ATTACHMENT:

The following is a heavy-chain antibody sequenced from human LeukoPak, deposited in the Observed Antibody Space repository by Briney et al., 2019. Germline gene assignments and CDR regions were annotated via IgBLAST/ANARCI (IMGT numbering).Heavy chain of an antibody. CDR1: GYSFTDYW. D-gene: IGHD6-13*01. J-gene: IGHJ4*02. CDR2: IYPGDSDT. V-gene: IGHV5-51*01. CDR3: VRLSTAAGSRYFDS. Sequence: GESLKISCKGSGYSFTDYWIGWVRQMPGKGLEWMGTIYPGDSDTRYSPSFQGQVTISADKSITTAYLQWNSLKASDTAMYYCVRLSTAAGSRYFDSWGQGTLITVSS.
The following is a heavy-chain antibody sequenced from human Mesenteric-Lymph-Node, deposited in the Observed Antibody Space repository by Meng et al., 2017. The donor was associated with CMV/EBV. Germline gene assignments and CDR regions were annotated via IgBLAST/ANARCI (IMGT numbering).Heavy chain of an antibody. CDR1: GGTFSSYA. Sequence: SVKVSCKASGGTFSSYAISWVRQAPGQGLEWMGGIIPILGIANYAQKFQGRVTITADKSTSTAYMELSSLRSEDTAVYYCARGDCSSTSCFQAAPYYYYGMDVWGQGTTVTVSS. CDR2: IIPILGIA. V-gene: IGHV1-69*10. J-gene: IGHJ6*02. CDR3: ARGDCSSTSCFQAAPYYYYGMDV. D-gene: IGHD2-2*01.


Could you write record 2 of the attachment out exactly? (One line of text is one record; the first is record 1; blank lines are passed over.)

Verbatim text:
The following is a heavy-chain antibody sequenced from human Mesenteric-Lymph-Node, deposited in the Observed Antibody Space repository by Meng et al., 2017. The donor was associated with CMV/EBV. Germline gene assignments and CDR regions were annotated via IgBLAST/ANARCI (IMGT numbering).Heavy chain of an antibody. CDR1: GGTFSSYA. Sequence: SVKVSCKASGGTFSSYAISWVRQAPGQGLEWMGGIIPILGIANYAQKFQGRVTITADKSTSTAYMELSSLRSEDTAVYYCARGDCSSTSCFQAAPYYYYGMDVWGQGTTVTVSS. CDR2: IIPILGIA. V-gene: IGHV1-69*10. J-gene: IGHJ6*02. CDR3: ARGDCSSTSCFQAAPYYYYGMDV. D-gene: IGHD2-2*01.